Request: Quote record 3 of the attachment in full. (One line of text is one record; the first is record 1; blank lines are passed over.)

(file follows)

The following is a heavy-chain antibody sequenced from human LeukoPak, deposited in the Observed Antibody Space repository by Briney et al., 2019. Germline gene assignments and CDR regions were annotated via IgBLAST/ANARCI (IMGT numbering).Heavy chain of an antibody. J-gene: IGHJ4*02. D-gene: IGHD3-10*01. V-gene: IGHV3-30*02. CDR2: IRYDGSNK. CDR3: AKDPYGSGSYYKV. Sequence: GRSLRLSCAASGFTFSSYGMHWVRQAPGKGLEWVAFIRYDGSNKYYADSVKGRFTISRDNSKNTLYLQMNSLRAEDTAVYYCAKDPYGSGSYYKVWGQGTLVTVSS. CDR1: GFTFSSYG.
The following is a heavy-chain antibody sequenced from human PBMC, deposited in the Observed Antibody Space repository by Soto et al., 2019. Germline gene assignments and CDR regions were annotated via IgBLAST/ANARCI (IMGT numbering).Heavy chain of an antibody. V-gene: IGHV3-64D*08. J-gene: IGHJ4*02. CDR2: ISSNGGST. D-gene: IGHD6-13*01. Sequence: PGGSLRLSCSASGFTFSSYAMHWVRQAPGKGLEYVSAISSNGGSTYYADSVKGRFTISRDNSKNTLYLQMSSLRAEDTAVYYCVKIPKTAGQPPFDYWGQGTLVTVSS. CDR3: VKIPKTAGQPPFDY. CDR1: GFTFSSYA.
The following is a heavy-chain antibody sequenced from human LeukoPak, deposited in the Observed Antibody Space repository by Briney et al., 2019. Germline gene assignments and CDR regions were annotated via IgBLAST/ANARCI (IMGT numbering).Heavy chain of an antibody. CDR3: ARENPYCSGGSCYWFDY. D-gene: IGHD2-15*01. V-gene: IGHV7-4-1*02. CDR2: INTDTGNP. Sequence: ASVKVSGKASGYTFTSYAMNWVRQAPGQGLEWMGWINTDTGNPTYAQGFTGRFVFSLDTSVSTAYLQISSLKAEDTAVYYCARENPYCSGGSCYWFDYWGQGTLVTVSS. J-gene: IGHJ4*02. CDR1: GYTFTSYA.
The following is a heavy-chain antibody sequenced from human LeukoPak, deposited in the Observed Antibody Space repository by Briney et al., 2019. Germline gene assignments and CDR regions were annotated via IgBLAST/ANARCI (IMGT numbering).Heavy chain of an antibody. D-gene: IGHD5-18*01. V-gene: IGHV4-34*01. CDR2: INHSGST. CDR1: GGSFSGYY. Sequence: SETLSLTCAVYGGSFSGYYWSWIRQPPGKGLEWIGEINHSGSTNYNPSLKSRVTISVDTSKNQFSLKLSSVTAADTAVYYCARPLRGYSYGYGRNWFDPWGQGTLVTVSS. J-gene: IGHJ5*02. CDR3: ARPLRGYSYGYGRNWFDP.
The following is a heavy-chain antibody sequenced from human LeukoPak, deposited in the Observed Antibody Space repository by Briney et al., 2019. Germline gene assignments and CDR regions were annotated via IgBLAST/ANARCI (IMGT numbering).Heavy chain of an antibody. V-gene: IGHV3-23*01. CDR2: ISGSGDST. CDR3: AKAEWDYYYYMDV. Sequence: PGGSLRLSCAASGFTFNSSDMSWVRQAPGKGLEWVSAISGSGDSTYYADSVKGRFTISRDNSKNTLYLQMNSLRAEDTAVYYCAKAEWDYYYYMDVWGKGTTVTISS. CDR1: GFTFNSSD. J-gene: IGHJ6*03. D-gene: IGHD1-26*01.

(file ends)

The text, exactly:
The following is a heavy-chain antibody sequenced from human LeukoPak, deposited in the Observed Antibody Space repository by Briney et al., 2019. Germline gene assignments and CDR regions were annotated via IgBLAST/ANARCI (IMGT numbering).Heavy chain of an antibody. CDR3: ARENPYCSGGSCYWFDY. D-gene: IGHD2-15*01. V-gene: IGHV7-4-1*02. CDR2: INTDTGNP. Sequence: ASVKVSGKASGYTFTSYAMNWVRQAPGQGLEWMGWINTDTGNPTYAQGFTGRFVFSLDTSVSTAYLQISSLKAEDTAVYYCARENPYCSGGSCYWFDYWGQGTLVTVSS. J-gene: IGHJ4*02. CDR1: GYTFTSYA.